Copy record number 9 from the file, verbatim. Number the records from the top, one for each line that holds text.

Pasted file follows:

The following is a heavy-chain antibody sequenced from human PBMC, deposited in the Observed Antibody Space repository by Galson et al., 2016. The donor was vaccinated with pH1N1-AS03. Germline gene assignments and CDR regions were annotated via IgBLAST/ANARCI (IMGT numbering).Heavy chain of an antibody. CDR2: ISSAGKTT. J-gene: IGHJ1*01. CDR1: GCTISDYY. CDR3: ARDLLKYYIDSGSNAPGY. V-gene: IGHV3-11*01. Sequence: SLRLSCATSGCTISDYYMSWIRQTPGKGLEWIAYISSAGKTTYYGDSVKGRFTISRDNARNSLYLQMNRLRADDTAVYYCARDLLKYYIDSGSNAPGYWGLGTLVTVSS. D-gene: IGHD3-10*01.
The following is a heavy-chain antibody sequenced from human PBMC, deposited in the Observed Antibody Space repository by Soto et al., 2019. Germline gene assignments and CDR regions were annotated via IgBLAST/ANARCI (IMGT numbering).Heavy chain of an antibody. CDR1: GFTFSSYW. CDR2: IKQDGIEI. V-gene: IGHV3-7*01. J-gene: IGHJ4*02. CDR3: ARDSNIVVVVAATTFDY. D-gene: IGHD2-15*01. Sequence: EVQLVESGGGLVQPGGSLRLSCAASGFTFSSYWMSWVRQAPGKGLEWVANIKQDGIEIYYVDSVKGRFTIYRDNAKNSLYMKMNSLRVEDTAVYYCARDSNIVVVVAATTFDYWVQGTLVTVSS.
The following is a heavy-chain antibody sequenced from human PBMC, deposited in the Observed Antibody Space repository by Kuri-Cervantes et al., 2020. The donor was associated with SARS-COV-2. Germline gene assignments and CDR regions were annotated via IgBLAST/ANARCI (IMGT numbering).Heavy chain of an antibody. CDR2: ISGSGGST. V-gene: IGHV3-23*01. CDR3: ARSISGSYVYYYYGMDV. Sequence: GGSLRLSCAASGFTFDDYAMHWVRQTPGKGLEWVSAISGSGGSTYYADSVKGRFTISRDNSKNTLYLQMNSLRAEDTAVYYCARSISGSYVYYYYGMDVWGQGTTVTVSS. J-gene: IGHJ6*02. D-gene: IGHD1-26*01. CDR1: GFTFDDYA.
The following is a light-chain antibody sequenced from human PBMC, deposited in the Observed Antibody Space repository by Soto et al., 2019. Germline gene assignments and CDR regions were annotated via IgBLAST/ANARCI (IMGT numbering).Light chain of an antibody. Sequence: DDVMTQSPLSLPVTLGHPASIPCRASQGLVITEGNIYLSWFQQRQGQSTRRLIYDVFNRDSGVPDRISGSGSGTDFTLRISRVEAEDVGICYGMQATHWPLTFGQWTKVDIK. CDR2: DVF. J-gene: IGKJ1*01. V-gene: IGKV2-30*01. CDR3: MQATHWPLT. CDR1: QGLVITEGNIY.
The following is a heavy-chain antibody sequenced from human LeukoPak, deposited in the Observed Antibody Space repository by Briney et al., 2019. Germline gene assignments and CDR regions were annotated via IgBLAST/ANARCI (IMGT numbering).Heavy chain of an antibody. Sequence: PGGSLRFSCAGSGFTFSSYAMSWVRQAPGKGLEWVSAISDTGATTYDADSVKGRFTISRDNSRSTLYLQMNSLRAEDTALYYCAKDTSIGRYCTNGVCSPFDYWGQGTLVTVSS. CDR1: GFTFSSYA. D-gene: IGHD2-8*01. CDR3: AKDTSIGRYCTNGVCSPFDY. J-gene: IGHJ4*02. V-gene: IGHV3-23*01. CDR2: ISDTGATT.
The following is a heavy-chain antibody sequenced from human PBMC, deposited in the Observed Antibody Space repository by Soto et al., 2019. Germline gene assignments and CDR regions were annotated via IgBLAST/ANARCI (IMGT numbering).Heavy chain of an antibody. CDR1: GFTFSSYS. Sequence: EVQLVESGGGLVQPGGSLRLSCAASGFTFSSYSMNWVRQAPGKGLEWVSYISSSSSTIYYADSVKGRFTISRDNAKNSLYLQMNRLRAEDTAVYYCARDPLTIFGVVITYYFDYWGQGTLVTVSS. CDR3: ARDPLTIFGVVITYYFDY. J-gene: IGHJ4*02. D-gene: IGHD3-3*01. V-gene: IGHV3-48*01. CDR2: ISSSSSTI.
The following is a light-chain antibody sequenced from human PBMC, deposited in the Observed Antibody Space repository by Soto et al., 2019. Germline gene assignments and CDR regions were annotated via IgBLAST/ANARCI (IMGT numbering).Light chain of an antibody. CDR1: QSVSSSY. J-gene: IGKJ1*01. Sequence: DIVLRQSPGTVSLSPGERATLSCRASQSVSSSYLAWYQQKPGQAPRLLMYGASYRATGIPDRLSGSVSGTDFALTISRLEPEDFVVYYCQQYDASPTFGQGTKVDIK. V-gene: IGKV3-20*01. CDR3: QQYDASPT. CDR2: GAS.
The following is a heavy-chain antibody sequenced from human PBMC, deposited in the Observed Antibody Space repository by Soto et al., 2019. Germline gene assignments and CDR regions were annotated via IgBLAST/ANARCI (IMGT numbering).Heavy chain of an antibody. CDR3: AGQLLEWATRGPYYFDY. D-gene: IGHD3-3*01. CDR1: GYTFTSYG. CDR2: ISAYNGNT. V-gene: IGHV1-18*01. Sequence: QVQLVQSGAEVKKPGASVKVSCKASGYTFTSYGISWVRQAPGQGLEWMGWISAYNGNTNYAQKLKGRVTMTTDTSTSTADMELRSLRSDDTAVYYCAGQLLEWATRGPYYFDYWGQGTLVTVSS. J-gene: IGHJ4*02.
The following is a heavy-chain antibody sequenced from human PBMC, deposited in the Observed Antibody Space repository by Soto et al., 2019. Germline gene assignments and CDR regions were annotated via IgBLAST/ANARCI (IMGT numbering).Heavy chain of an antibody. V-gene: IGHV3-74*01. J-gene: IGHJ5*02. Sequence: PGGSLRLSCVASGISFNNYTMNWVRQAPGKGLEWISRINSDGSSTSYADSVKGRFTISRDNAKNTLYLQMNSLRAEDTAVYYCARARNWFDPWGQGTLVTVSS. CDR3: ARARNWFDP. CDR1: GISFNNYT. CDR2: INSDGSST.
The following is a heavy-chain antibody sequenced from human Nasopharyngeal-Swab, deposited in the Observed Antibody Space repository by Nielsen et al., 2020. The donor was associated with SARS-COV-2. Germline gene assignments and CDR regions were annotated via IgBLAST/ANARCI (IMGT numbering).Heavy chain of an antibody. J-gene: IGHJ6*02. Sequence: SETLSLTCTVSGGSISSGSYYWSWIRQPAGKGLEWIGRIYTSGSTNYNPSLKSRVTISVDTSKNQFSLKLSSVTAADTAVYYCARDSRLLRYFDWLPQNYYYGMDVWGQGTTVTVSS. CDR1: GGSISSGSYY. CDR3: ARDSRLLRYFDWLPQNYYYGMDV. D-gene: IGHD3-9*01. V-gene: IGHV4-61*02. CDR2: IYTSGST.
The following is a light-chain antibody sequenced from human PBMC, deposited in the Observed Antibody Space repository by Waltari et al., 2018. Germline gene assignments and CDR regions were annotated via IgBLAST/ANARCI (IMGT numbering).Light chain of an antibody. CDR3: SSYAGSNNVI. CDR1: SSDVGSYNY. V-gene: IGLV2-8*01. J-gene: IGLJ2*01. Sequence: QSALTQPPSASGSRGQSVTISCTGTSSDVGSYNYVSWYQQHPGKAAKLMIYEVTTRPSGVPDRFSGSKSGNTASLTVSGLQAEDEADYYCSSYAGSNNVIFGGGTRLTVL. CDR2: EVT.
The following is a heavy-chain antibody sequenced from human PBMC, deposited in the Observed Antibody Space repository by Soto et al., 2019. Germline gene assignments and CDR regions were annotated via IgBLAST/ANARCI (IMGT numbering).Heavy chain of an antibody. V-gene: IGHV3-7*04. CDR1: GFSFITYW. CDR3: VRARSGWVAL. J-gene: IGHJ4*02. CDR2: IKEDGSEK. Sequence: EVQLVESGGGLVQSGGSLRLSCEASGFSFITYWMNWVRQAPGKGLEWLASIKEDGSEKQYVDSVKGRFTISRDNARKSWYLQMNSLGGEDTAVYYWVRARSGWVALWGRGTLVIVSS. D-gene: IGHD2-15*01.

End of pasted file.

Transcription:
The following is a heavy-chain antibody sequenced from human PBMC, deposited in the Observed Antibody Space repository by Soto et al., 2019. Germline gene assignments and CDR regions were annotated via IgBLAST/ANARCI (IMGT numbering).Heavy chain of an antibody. V-gene: IGHV3-74*01. J-gene: IGHJ5*02. Sequence: PGGSLRLSCVASGISFNNYTMNWVRQAPGKGLEWISRINSDGSSTSYADSVKGRFTISRDNAKNTLYLQMNSLRAEDTAVYYCARARNWFDPWGQGTLVTVSS. CDR3: ARARNWFDP. CDR1: GISFNNYT. CDR2: INSDGSST.